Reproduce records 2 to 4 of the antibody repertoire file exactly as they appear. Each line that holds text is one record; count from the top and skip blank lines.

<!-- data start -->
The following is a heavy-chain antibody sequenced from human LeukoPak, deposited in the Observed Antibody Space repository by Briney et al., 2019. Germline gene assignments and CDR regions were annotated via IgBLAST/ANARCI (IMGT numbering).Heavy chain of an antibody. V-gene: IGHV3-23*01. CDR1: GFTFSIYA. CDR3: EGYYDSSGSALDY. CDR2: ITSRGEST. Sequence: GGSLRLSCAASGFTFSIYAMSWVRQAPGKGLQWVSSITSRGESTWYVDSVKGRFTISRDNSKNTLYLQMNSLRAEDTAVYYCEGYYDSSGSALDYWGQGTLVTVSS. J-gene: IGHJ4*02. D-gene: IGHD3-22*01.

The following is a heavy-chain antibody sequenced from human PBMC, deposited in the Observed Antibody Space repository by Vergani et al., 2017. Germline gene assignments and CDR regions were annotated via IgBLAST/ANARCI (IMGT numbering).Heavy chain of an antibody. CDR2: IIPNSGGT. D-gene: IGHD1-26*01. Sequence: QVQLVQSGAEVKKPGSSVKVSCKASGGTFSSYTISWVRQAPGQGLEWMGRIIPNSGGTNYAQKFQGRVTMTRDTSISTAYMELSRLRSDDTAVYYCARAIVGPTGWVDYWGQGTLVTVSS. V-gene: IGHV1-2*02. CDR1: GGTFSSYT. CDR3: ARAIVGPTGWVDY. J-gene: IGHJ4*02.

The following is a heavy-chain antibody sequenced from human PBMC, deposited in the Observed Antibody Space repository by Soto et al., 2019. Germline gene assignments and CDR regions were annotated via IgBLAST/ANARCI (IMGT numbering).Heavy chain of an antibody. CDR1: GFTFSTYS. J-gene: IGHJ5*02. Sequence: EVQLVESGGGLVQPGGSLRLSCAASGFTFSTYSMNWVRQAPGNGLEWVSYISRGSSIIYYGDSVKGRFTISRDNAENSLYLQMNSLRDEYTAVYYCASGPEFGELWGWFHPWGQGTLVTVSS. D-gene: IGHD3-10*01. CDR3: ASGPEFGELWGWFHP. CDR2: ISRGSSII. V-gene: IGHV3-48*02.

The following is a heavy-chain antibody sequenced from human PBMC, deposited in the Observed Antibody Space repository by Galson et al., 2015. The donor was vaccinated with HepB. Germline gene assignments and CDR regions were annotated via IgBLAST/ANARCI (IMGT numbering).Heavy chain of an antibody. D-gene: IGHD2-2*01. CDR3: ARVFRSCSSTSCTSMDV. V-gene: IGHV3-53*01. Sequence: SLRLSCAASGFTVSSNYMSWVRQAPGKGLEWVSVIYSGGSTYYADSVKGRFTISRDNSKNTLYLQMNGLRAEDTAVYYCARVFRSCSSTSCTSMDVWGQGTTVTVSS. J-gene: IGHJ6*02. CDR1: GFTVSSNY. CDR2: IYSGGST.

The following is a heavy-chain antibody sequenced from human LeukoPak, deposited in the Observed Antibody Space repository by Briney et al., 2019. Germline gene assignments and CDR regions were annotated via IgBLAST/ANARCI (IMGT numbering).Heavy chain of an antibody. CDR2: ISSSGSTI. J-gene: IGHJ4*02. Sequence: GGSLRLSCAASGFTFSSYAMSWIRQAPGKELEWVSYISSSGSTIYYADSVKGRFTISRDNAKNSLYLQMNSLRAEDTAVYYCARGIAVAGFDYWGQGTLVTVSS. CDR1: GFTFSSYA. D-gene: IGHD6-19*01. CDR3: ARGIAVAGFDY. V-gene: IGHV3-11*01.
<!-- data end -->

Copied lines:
The following is a heavy-chain antibody sequenced from human PBMC, deposited in the Observed Antibody Space repository by Vergani et al., 2017. Germline gene assignments and CDR regions were annotated via IgBLAST/ANARCI (IMGT numbering).Heavy chain of an antibody. CDR2: IIPNSGGT. D-gene: IGHD1-26*01. Sequence: QVQLVQSGAEVKKPGSSVKVSCKASGGTFSSYTISWVRQAPGQGLEWMGRIIPNSGGTNYAQKFQGRVTMTRDTSISTAYMELSRLRSDDTAVYYCARAIVGPTGWVDYWGQGTLVTVSS. V-gene: IGHV1-2*02. CDR1: GGTFSSYT. CDR3: ARAIVGPTGWVDY. J-gene: IGHJ4*02.

The following is a heavy-chain antibody sequenced from human PBMC, deposited in the Observed Antibody Space repository by Soto et al., 2019. Germline gene assignments and CDR regions were annotated via IgBLAST/ANARCI (IMGT numbering).Heavy chain of an antibody. CDR1: GFTFSTYS. J-gene: IGHJ5*02. Sequence: EVQLVESGGGLVQPGGSLRLSCAASGFTFSTYSMNWVRQAPGNGLEWVSYISRGSSIIYYGDSVKGRFTISRDNAENSLYLQMNSLRDEYTAVYYCASGPEFGELWGWFHPWGQGTLVTVSS. D-gene: IGHD3-10*01. CDR3: ASGPEFGELWGWFHP. CDR2: ISRGSSII. V-gene: IGHV3-48*02.

The following is a heavy-chain antibody sequenced from human PBMC, deposited in the Observed Antibody Space repository by Galson et al., 2015. The donor was vaccinated with HepB. Germline gene assignments and CDR regions were annotated via IgBLAST/ANARCI (IMGT numbering).Heavy chain of an antibody. D-gene: IGHD2-2*01. CDR3: ARVFRSCSSTSCTSMDV. V-gene: IGHV3-53*01. Sequence: SLRLSCAASGFTVSSNYMSWVRQAPGKGLEWVSVIYSGGSTYYADSVKGRFTISRDNSKNTLYLQMNGLRAEDTAVYYCARVFRSCSSTSCTSMDVWGQGTTVTVSS. J-gene: IGHJ6*02. CDR1: GFTVSSNY. CDR2: IYSGGST.